Hanns Skoutajan Testimonials

In Celebration


The Reverend Doctor Hanns Felix Skoutajan

Image: Photo of a very young Hanns Skoutajan, looking towards the future.

Testimonials to a Life Well Lived

By Stephen Skoutajan

Hanns F. Skoutajan was born in Aussig, Czechoslovakia (now known as Usti nad Labem, Czech Republic), on 13 March 1929. He was educated at Queen’s University and Theological College in Kingston, Ontario, and at the University of Muenster in Germany. Ordained into the United Church of Canada in 1956, he served the church as chaplain and minister including sixteen years as the minister of St. James-Bond United Church in Toronto. In 1986, Queen’s University honoured him with the degree, Doctor of Divinity to specifically highlight his community and social activism and his work with refugees. He retired in 1993 after serving at Knox United Church in Owen Sound and spent his final 14 years in Ottawa close to his family and writing his Spirit Quest blog on life and living that has been published on-line through True North Perspective. Fitting that Hanns, the refugee who came to Canada in 1939 to begin a new life, left us as refugees from Syria landed here to begin their new lives. He said to his granddaughter, "You are born and then you are unborn." He has always believed that endings bring new beginnings. This is all a testament to a life well liv1ed.  



Image: Photo of Hanns Skoutajan in his final years, still forward-looking.


By John Lawson

I first met Hanns in an office in the old 85 St. Clair national Church House of the United Church of Canada in Toronto. I had recently returned to Canada from completing a theological degree in the United States. I had vague notions of being a United Church minister but little sense of what that meant or how to go about it. But Hanns, and the welcoming and accepting folks of St. James Bond United Church, had made it somewhat of a mission of welcoming folks that did not fit into the usual pattern — Hanns jokingly but kindly called us “odd balls” — and shepherded us on the path towards ministry.

And so began a mentorship that has shaped me, my ministry, and in no small way my Christian Faith. Hanns had a wonderful way of encouraging, offering practical suggestions and yet not taking over. I still remember with gratitude his wise coaching me through my first funeral, wedding and sermons. Encouraging me to take risks — like preaching without notes! And always offering honest but kind feedback — often with humour or a story where he showed his own vulnerability. And all this, coupled with warm hospitality that both he and Marlene, Karla and Stephen, offered me as a frequent guest in their home, made him the perfect mentor.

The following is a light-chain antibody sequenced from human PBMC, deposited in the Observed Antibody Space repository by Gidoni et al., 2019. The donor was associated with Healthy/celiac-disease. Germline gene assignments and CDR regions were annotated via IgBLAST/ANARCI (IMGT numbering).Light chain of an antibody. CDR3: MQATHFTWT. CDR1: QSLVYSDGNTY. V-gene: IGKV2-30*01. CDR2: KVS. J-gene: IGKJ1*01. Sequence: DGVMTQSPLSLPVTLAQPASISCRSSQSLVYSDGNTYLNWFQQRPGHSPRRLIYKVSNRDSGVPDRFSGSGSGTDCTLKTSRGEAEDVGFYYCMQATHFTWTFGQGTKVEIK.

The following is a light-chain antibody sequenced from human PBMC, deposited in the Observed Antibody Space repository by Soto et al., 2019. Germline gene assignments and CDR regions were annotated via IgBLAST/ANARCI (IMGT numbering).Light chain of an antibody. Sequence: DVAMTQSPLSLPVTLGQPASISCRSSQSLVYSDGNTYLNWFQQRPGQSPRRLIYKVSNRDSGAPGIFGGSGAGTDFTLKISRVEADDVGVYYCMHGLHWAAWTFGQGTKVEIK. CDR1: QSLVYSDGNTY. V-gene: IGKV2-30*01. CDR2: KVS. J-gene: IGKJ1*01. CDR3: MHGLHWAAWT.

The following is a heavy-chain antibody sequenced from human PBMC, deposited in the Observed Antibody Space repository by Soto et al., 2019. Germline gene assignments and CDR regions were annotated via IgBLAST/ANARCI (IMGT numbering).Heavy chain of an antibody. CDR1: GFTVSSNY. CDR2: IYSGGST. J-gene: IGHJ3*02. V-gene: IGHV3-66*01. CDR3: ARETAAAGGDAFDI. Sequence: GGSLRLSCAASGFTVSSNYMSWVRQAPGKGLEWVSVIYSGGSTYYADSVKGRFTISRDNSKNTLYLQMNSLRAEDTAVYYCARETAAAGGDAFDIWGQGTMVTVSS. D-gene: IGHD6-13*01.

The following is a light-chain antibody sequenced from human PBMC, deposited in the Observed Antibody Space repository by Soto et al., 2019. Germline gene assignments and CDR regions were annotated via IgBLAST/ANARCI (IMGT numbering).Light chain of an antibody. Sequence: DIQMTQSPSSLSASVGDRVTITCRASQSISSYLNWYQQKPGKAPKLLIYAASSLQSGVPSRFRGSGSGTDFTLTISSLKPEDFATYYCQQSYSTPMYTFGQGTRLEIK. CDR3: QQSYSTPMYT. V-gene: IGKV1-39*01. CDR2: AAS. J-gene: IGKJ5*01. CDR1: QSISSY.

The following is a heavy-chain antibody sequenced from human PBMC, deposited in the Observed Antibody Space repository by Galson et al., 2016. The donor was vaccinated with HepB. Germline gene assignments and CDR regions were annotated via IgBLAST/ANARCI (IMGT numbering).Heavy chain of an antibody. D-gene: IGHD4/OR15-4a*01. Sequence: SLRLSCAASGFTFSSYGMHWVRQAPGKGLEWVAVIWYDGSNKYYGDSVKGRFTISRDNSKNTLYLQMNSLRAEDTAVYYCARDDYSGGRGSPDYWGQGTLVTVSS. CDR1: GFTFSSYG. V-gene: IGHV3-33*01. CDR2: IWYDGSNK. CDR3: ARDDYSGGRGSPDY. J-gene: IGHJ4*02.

That same encouragement and support he continued to offer throughout my ministry — and I know he did the same for many others as well. And so for myself — and for others who received that same mentorship and friendship — I say, “Thank you Hanns!”

But what I will most treasure and remember — and in this way his person and his ministry continues to inspire and challenge me — is his fire-in-the-belly passion for both Faith and justice. In him they were fused. Like so many here today who read his regular blog posts, I marveled, even as his health and physical vigour faded — that there was no fading of a lively and inquiring mind, a blessed rage for justice and of faith that longed for the Reign of God on earth as in heaven.

And so now my friend, may you know face-to-face

that daring and tender love

of which you spoke so boldly

and in whose light you lived your life

and in whose faith was your moral and guiding compass.

God Bless You My Friend.


Hanns Skoutajan Reflection 

By Laurie McNight

I came to know Hanns and his wife Marlene when my husband Will became Hanns' student in the early 1980’s at St James Bond United Church in Toronto. Well, those who had been his students were treated more as associates, as colleagues, and friends, rather than as students. I know that Will was always humbled by Hanns' mastery in preaching, yet Will was also always very surprised by the amount of responsibility and freedom he gave to Will as a budding minister, especially since Will’s background was as a Catholic.

An example of this was when Will came to do his very first funeral at St James Bond and Hanns was off camping for his summer vacation and it turned out that the man who had died was a former United Church Moderator — every student’s dream. Hanns encouraged Will and said he was sure he would do a great job! 

I know that Will worked hard to inspire in Hanns a passion for the contemplative life, the wisdom of the mystics and for liturgy to balance his passion for activism — and lots of words were spent talking about all of this for years. So it was quite a surprise to me when Hanns retired and moved to Ottawa that he initially found his home in the Anglican Church because he said he loved the liturgy and the more contemplative side of our faith.